July 29, 2013
Having a dedicated, skilled and energetic staff is imperative to the success of every nonprofit. A recent study spearheaded by Heather Carpenter, assistant professor in the School of Public, Nonprofit and Health Administration at Grand Valley State University, revealed professional development and investing in the workforce can help organizations keep talented employees around for years to come.
Staff members want to continue to add to skill sets
Nonprofits with board members, IT professionals and skilled communicators should create a culture with their staff that they know they are valued in the organization. However, the "2013 Nonprofits Needs Assessment Report," funded by the Johnson Center for Philanthropy, showed more than one-quarter of entities evaluated reserve only about 1 percent of their total budget for professional development, while about 13 percent of subjects allot 5 percent of their funds to improving the skills of their employees. Nonprofits that want a happier team need to allocate more of their budget to ensuring employee satisfaction.
"Nonprofit and philanthropic employers are recognizing that in order to reduce employee burnout and turnover as well as maintain positive employee morale, they must provide professional development opportunities to their staff," the study stated. "These opportunities can take place inside or outside of the organization. Wherever the professional development takes place, it provides many positive benefits to employees, volunteers and organizations."
Organizations begin to do more for their staff
Many nonprofits are understaffed and rely on their employees and board members to shoulder a heavy load. After working long hours to meet tough demands, organizations are beginning to look for ways to enrich the skills of their team. The 138 Michigan-based organizations surveyed reported using the Internet and the Johnson Center for Philanthropy as their top outlets for professional development resources.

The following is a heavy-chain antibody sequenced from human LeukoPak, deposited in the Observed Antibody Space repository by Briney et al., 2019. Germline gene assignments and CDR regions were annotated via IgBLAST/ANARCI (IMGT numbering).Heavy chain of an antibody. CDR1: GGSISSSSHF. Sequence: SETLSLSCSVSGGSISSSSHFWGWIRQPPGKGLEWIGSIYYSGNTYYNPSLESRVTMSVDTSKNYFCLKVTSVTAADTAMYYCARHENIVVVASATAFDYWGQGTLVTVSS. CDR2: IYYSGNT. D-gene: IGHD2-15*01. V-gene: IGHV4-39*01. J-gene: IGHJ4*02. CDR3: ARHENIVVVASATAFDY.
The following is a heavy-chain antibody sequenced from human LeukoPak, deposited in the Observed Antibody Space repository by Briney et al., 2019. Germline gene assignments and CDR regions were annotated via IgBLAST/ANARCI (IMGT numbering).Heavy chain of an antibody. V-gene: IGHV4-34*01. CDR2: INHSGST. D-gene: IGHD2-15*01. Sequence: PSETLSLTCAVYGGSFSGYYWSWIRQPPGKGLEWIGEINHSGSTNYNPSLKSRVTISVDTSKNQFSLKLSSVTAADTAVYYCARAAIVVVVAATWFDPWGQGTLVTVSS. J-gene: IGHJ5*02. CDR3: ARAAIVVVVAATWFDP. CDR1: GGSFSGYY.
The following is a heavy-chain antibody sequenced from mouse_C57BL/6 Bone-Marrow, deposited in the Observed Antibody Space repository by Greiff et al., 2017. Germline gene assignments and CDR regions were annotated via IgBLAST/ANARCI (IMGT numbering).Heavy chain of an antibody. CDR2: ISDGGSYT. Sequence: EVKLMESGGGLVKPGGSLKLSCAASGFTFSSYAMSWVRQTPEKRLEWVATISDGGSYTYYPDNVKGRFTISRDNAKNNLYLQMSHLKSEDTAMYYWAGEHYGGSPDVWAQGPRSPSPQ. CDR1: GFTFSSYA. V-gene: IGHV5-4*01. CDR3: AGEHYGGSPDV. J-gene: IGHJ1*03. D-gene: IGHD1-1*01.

"They're going to the Internet first for professional development and then they use professional associations and a mixture of external and internal resources," Carpenter told MiBiz. She stressed how nonprofits only use a small percentage of their budgets to improve their skills of their employees, which could hurt employer/employee relationships.
The study stated 73 percent of respondents offered professional training to their staff and 61 percent did so for their board members. By shifting some expenses around and realigning budgets, nonprofits can invest even more in their staff.
NYCON members who use First Nonprofit’s programs enjoy enduring savings and improved efficiency. Our association knows that success, because from the beginning, we achieved the same great benefits. Great savings, seamless technology, and responsive service. NYCON highly recommends First Nonprofit’s remarkable unemployment solutions.
We were introduced to First Nonprofit through another housing authority. In our analysis and comparison to what we were paying the State, our first year savings was $5,800 plus. We have been with them since the end of 2008 and I am glad we have been. I consider them an arm of our HR department.
Because INCS advocates for the operating conditions that allow charter public schools to provide high quality public education, partnering with First Nonprofit was an easy decision. First Nonprofit’s unemployment programs provide our member schools two operating elements crucial to their ability to provide high quality public education: savings and budget certainty. Capable, committed teachers are the key to student success. By participating in the unemployment insurance savings plan, charter public schools gain peace of mind and are able to invest more money in their teachers.
Throughout our membership in the Unemployment Savings Program, First Nonprofit understood our demands, community dynamics, and the importance of seamless services; that allowed us to serve our constituents better.